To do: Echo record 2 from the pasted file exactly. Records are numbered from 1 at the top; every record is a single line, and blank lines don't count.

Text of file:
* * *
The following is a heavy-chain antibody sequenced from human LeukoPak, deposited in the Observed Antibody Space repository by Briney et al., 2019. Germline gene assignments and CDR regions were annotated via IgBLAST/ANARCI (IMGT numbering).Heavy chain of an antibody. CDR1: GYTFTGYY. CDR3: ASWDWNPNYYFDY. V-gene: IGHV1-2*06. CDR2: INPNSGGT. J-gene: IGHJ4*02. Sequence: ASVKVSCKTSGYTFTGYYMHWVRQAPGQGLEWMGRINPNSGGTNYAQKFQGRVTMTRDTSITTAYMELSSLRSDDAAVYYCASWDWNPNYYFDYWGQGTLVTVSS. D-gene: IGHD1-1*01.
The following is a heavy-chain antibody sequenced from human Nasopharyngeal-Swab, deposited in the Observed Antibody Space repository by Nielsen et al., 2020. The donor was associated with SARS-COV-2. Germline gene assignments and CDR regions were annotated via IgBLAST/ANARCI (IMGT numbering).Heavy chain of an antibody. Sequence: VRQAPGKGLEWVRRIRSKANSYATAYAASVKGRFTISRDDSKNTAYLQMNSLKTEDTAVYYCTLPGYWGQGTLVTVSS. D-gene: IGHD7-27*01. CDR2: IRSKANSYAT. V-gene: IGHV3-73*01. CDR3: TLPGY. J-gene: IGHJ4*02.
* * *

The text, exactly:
The following is a heavy-chain antibody sequenced from human Nasopharyngeal-Swab, deposited in the Observed Antibody Space repository by Nielsen et al., 2020. The donor was associated with SARS-COV-2. Germline gene assignments and CDR regions were annotated via IgBLAST/ANARCI (IMGT numbering).Heavy chain of an antibody. Sequence: VRQAPGKGLEWVRRIRSKANSYATAYAASVKGRFTISRDDSKNTAYLQMNSLKTEDTAVYYCTLPGYWGQGTLVTVSS. D-gene: IGHD7-27*01. CDR2: IRSKANSYAT. V-gene: IGHV3-73*01. CDR3: TLPGY. J-gene: IGHJ4*02.